“The biggest mistake people make is that they go to the gym and just go through the motions; they don’t have their mind inside the muscle. There were guys next to me who trained just as long as I did, but they looked like shit because they didn’t concentrate. They did the same exercises that I did, but they weren’t paying attention. They didn’t know why they were training; they weren’t inside their biceps. You have to be inside the muscle.
– Arnold Schwarzenegger from Pumping Iron
Let’s talk about intentions and how they can help you not only improve your training, but also other areas of your life. First, what is an intention and the difference between it and a goal? Goals are desired results and are what you can concretely achieve. They are a practical, efficient way to see the future. That all sounds great, but in the meantime, life happens, and it is possible you will experience wavering motivation, willpower, and self-discipline trying to follow plans.
Intentions support goals through our internal process. It is stating what you intend to accomplish through your actions. When we are intentional, we focus on how we want to be in the moment, independent of external circumstances.
We can use this tool as a guiding principle for how we want to be, live, and show up during training, in relationships, at work, or any other areas in life. Having clear intentions supports our actions throughout time. Simply asking yourself, “what matters most to me?”, can create a powerful intention to which you can align your thoughts and mindset.
If any of the following sound familiar, setting intentions can create a positive shift for you:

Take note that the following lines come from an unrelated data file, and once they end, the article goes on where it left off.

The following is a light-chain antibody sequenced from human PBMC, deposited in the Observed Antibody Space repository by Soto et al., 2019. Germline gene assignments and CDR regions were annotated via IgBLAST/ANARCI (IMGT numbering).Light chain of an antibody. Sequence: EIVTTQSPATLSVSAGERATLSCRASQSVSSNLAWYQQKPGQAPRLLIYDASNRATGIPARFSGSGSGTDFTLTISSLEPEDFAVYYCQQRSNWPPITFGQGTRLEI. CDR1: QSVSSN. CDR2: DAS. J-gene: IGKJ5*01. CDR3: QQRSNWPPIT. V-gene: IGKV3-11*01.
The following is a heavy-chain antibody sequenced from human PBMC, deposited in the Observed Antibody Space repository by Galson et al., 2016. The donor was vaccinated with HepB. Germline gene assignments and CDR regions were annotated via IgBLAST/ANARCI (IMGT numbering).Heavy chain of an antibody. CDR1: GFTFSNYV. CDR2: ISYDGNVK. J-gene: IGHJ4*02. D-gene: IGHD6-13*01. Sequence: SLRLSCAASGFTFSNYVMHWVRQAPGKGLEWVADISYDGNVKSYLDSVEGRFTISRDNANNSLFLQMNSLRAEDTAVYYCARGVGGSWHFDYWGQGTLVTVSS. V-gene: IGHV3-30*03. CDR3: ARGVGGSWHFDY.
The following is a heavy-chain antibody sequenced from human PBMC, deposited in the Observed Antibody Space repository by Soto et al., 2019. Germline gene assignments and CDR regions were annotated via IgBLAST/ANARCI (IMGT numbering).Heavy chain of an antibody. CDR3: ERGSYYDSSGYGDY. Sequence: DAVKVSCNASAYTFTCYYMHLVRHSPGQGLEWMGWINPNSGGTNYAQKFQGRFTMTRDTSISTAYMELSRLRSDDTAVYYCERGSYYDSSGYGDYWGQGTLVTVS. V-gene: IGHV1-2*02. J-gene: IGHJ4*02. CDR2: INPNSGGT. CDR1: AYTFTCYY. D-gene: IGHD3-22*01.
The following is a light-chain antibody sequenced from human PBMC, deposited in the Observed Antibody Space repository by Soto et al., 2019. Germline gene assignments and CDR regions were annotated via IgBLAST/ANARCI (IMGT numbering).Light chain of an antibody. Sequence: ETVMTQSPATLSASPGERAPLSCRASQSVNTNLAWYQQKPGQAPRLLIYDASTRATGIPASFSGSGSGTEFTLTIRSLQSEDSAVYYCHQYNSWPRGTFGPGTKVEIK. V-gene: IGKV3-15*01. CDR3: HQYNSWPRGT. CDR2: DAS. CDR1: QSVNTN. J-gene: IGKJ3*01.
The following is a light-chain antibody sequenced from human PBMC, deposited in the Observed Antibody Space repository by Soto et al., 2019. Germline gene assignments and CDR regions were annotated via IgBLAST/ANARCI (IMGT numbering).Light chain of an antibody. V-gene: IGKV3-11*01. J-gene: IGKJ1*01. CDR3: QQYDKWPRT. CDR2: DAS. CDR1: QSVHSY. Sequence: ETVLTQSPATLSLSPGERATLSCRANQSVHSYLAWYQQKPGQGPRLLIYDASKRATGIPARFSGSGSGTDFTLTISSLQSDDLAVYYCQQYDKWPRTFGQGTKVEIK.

- Days are busy and at the same time, progress is difficult to identify/acknowledge.
- Little energy is spent on a daily basis working towards goals that have been set
- Goals are easily influenced by external input and opinions
- You feel like your life is on autopilot
- There’s a sense of lack of fulfillment or meaning
We can live our lives going through the motions without necessarily having meaning behind our actions, or knowing how these are affecting our lives. Intentions trigger introspection and are a powerful reminder of a bigger perspective. Also, the incorporation of intentionality into our training can bring benefits of better mind-muscle connection, technique, safety, results, and overall enjoyment.
How to Set Intentions
To start, take a moment to pause, breathe, and connect with your values. Use a simple, yet powerful word that resonates with you regarding what’s happening in the moment. Intentions should be linked to personal thoughts, values, and beliefs on life. They should evoke feeling and purpose, like “It feels better being lighter about things (while still lifting heavy),” “I am learning to express more compassion for myself 1 if I go over on my macros,” and “I’m releasing fear around being a little more fluffy than I’d like”.
Find yourself stumped in forming an intention? Here are some questions to get you going:
What is most important to me?
How do I want to create and nurture my life?
What would I like to forgive in my life?
What fears or other things do I want to release?